April 07; PILDAT welcomes the holding of meeting of the National Security Committee that took place on April 06, 2016 after a gap of almost one year and six months. The earlier meeting of the NSC was held on October 10, 2014.
Given the multiple national security challenges that beset our nation, regular and institutionalized consultation between the elected civil and military leadership at the forum of the NSC is an urgent and consistent need. Countries facing far fewer and lesser serious security challenges have set weekly periodicity of meetings of similar forums. PILDAT has regularly maintained that the NSC should at least meet monthly, if not more frequently.
However, the presser issued by the Prime Minister’s Office stating that the Premier chaired the ‘5th meeting of the National Security Committee of the Cabinet’, raises certain serious questions. Terming the forum a Committee of the Cabinet is misleading, given that Chairman Joint Chiefs of Staff Committee (CJCSC) and the three Services Chiefs are members of the NSC but are not members of the Federal Cabinet. Does the name attributed in the press release reflect a careless approach by the Government or it shows Government’s changed thinking? It is worth noting here that the Federal Government has already changed the nomenclature of the Committee twice already. The forum, which was initially launched and named as Cabinet Committee on National Security (CCNS) in August 2013, was renamed as the National Security Committee on April 11, 2014. It was understood that the name of the forum was changed due to the very reason that membership of the Committee was not based only on Federal Cabinet Members. If this is a case of an oversight by the leadership, it only communicates the lack of seriousness that is associated particularly with regards to this forum, and generally with regards to institutionalization in matters of national security. If it reflects a change in thinking, it is indeed equally problematic and technically flawed to name the forum as a Cabinet Committee.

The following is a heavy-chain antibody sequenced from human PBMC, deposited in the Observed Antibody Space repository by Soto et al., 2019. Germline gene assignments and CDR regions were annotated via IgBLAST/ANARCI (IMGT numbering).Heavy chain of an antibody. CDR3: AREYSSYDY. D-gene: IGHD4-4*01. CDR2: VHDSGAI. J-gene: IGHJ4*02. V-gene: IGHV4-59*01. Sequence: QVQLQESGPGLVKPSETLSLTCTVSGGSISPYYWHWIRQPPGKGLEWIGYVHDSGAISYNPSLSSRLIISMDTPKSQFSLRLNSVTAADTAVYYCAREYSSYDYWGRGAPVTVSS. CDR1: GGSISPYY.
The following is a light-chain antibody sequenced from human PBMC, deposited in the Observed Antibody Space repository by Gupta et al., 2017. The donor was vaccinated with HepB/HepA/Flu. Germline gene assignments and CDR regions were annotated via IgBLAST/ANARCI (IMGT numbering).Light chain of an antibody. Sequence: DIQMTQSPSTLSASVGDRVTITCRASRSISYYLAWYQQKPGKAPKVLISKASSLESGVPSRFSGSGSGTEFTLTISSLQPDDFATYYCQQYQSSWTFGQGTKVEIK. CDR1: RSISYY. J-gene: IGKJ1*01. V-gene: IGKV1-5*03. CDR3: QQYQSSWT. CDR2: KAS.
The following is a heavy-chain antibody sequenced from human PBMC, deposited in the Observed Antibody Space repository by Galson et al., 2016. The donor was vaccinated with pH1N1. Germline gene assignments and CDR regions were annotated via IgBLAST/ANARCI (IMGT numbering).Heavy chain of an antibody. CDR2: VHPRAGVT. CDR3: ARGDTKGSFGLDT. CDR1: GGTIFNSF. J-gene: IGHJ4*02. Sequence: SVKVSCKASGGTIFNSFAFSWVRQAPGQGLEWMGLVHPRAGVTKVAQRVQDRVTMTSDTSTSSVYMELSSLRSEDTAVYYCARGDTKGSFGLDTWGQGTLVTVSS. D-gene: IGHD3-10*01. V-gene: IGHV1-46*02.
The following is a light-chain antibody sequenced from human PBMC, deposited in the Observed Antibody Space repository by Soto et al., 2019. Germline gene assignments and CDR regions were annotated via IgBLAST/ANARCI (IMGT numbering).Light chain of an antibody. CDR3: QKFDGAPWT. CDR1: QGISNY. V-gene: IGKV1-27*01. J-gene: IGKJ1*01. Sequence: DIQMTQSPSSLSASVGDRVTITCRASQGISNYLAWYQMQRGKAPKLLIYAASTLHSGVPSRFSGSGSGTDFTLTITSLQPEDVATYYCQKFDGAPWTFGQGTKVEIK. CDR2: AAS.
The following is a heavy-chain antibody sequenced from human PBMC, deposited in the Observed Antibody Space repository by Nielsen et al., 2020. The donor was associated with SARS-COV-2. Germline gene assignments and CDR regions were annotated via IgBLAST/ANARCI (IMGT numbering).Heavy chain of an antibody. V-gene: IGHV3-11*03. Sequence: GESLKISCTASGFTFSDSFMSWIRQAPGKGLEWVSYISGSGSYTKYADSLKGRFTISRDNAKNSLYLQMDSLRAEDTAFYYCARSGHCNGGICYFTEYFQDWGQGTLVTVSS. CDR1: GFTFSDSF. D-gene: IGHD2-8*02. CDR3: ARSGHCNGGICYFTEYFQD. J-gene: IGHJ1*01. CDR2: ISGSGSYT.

Needless to say, the NSC is a critical forum of consultation on national security issues. Terming it as ‘the principal decision making body on matters of national security’, as its current status is, encroaches upon the powers of the Federal Cabinet. It is also worth noting that the model of Pakistan’s NSC is an anomaly in terms of its “decision-making” role. PILDAT research shows that all similar bodies working around the World are only consultative in nature and their recommendations are not binding. If Pakistan indeed wishes to give the NSC decision-making powers, whether or not it is recommended, its existence should be backed by a legislation, and not just an executive order, as is the case at the moment.